An investigation into the past and the future of the CSEG RECORDER

“Never doubt that a small group of thoughtful, committed, citizens can change the world. Indeed, it is the only thing that ever has.”

“Life is a series of natural and spontaneous changes. Don't resist them; that only creates sorrow. Let reality be reality. Let things flow naturally forward in whatever way they like.”

Many may wonder why I started this by quoting about changes, but we need to realize we are in a period of change. We are changing how we acquire data using higher density, how we shoot the survey using Slip-Sweep (vibrators) onshore, multi-azimuth offshore; acquisition and and these acquisition changes are forcing us to change how we process the seismic data. There have also been changes in the use of the seismic to plan the horizontal wells, which means there has been more emphasis on "stretching" the time data to depth. This has caused a re-emergence in depth imaging. It is almost a renaissance in seismic and its use to help plan the horizontal lateral completions.

This industry has always been about change since the first wells were drilled in Pennsylvania and Ontario around 1860. The initial refined product from oil was kerosene which was burned in lamps to provide lighting before the advent of electricity.

The process to refine oil into kerosene was created by a Canadian named Abraham Pineo Gesner from Cornwallis, Nova Scotia. The use of kerosene in lamps probably saved the whales from being hunted to extinction. If we look at this industry it has always been in flux, and booms and busts predominate. Its history is rich and colorful, full of interesting characters (Rockefeller, Getty, Keck, H. L. Hunt, Jack Gallagher, etc.). They tried somehow to stabilize the oil industry through their companies such as Standard Oil and government agencies such as the Texas Railway Commission or the Alberta Energy Regulators (AER). But, the issues with booms and busts are due to the capital-intensity of the business, and the multi-year lag time in getting projects executed (Rapier, 2015).

Look at the innovation that has taken us from 2D paper sections to 4D seismic on a workstation and the building of geomodels that are used for reservoir simulation. My first standalone system was a Spac-2 with 2 gigabytes of disk space. We used it to process seismic data in the field. With the turn around on the vessels using standalone machines being quicker, companies like WesternGeco began to move away from big mainframes which were tape-to-tape to workstations that were disk-to-disk. We moved from poststack time migration to prestack time migration and are moving towards prestack depth migration to be able to plan the horizontal wells better.

Just recently with the issues around pipelines, the drop in the price of oil, and the glut in natural gas due to the shale plays, we have all been challenged to change in this industry. We saw the development of pad drilling, horizontal drilling, fracking, etc. to create cost efficiencies that allow us to economically develop unconventional or deepwater plays. We did it and we are still doing it. Some have been hurt by this downturn, many have lost their jobs, and because of this our membership has been reduced.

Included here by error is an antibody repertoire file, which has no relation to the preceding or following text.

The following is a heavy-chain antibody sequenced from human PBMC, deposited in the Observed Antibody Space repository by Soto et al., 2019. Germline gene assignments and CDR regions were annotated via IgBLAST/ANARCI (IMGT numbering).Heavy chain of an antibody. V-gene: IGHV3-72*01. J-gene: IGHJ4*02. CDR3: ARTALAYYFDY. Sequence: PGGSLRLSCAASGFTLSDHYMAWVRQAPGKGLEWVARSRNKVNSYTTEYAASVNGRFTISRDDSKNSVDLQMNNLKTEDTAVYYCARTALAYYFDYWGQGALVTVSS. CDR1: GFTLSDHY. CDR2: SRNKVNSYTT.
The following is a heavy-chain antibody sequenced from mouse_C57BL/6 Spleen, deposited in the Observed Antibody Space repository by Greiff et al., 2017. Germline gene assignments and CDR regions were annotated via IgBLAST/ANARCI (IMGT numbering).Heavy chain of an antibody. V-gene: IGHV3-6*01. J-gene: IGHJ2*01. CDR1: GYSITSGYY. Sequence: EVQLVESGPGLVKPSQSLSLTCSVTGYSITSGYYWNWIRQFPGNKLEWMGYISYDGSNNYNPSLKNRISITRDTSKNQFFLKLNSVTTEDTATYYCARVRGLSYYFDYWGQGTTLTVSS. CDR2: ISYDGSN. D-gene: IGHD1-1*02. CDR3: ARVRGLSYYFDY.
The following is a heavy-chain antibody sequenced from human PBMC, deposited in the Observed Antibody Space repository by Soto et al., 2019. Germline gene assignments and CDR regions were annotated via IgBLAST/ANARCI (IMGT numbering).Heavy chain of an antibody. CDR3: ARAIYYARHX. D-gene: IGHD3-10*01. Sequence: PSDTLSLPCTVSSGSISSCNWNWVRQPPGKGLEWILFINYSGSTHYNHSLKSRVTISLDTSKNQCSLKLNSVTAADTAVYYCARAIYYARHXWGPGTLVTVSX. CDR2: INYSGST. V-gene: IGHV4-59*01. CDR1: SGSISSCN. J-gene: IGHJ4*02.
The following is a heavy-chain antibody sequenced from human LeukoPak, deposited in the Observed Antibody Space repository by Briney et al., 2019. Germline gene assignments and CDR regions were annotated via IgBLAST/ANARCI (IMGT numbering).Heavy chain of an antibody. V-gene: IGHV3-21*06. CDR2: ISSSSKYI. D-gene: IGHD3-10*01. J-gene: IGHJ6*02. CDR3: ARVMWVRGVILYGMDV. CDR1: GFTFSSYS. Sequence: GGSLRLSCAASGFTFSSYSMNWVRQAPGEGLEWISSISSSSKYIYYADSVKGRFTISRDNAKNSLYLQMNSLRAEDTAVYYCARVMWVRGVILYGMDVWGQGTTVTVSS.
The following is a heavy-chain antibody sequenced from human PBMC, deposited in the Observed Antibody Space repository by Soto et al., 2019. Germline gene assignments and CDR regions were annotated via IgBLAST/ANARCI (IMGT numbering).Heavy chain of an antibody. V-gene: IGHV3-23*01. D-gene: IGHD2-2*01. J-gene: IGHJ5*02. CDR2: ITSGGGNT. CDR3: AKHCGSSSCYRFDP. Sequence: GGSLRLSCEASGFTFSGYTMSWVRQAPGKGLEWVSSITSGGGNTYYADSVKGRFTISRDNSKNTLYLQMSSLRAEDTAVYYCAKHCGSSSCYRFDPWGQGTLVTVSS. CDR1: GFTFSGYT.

Cost efficiencies for the RECORDER were explored and a new initiative was put forth to make the RECORDER electronic. This wasn’t the first time that the RECORDER had changed. Before September 1985, there was only a collection of activity announcements in a newsletter, but on September 1985 the first RECORDER in a magazine format was published and the first Editor was DW Paterson.

Though there have been changes to the RECORDER with more to come, we need to look to the past, our foundation, and to those that have made the RECORDER successful. We need to honour these people and thank them for all they have done. Some of the key individuals I know of are: Satinder Chopra, Penny Colton, Carmen Swalwell, Kristy Manchul, Oliver Kuhn, Larry Lines, Don Lawton, Marko Mah, and too many others to list here. They built this RECORDER and I am just a guardian trying to make sure we meet the needs of the readers.

One of the changes will be the placing of abstracts of papers onto the CSEG blog. We are also beginning to advertise the RECORDER on LinkedIn and twitter more, and are working with the Digital Media Committee (DMC) on how to improve our digital footprint for the RECORDER. We need to increase the number of people that look at the RECORDER. To entice people, we also want to cover the social aspects of the CSEG. Without readership, we cannot attract advertisers, and down the road if this is not successful, there will be questions why we have the RECORDER.

As Chief Editor, I need to listen to those that have been a part of the RECORDER, but also steer the RECORDER into waters which we have not gone before. Taking a magazine and making it digital is not easy.

Though the RECORDER is not a peer-reviewed journal, it has had some great contributors such as: Brian Russell, Dan Hampson, Satinder Chopra, Kurt Marfurt, Lee Hunt, Oliver Kuhn, etc. And because we release each edition publicly after 4.5 months, it is commonly quoted in papers, journals, other articles, company presentations. Through their articles, Chopra and Marfurt taught me about structural attributes and how to prepare the data to get better results.

Few realize how many awesome articles are present in the RECORDER, and being online, you can read it on the C-train.

I hope you all will support me in my role as Chief Editor, that you will contribute to the RECORDER, and the committees will send us what they are doing because the RECORDER is not about me, it is truly a reflection of our organization and the excellent work we do. It records our history as an organization.



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